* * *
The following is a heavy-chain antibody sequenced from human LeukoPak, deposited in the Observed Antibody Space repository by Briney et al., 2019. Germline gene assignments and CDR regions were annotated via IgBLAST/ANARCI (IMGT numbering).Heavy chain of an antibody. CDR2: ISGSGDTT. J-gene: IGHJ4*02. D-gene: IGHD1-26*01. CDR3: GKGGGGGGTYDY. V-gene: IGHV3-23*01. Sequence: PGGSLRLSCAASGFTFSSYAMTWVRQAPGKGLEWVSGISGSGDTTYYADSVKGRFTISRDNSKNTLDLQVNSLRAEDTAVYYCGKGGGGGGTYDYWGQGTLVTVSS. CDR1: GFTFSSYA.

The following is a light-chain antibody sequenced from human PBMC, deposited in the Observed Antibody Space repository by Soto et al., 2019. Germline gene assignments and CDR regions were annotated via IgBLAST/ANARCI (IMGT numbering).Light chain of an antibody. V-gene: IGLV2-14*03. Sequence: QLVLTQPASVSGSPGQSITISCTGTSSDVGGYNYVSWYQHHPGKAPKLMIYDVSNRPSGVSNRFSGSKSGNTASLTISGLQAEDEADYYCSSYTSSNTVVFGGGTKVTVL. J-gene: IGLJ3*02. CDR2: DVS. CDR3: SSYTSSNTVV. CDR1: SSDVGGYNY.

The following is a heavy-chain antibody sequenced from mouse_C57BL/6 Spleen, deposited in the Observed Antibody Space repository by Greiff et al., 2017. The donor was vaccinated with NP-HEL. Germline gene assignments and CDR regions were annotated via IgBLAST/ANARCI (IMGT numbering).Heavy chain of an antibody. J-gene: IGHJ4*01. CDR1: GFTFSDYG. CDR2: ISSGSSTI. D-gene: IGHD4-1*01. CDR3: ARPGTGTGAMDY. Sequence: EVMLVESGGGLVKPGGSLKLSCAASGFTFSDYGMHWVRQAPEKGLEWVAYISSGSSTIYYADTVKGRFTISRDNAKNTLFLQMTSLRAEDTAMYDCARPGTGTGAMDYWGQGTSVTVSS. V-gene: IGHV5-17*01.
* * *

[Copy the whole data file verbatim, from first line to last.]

The following is a heavy-chain antibody sequenced from human LeukoPak, deposited in the Observed Antibody Space repository by Briney et al., 2019. Germline gene assignments and CDR regions were annotated via IgBLAST/ANARCI (IMGT numbering).Heavy chain of an antibody. CDR2: ISGSGDTT. J-gene: IGHJ4*02. D-gene: IGHD1-26*01. CDR3: GKGGGGGGTYDY. V-gene: IGHV3-23*01. Sequence: PGGSLRLSCAASGFTFSSYAMTWVRQAPGKGLEWVSGISGSGDTTYYADSVKGRFTISRDNSKNTLDLQVNSLRAEDTAVYYCGKGGGGGGTYDYWGQGTLVTVSS. CDR1: GFTFSSYA.

The following is a light-chain antibody sequenced from human PBMC, deposited in the Observed Antibody Space repository by Soto et al., 2019. Germline gene assignments and CDR regions were annotated via IgBLAST/ANARCI (IMGT numbering).Light chain of an antibody. V-gene: IGLV2-14*03. Sequence: QLVLTQPASVSGSPGQSITISCTGTSSDVGGYNYVSWYQHHPGKAPKLMIYDVSNRPSGVSNRFSGSKSGNTASLTISGLQAEDEADYYCSSYTSSNTVVFGGGTKVTVL. J-gene: IGLJ3*02. CDR2: DVS. CDR3: SSYTSSNTVV. CDR1: SSDVGGYNY.

The following is a heavy-chain antibody sequenced from mouse_C57BL/6 Spleen, deposited in the Observed Antibody Space repository by Greiff et al., 2017. The donor was vaccinated with NP-HEL. Germline gene assignments and CDR regions were annotated via IgBLAST/ANARCI (IMGT numbering).Heavy chain of an antibody. J-gene: IGHJ4*01. CDR1: GFTFSDYG. CDR2: ISSGSSTI. D-gene: IGHD4-1*01. CDR3: ARPGTGTGAMDY. Sequence: EVMLVESGGGLVKPGGSLKLSCAASGFTFSDYGMHWVRQAPEKGLEWVAYISSGSSTIYYADTVKGRFTISRDNAKNTLFLQMTSLRAEDTAMYDCARPGTGTGAMDYWGQGTSVTVSS. V-gene: IGHV5-17*01.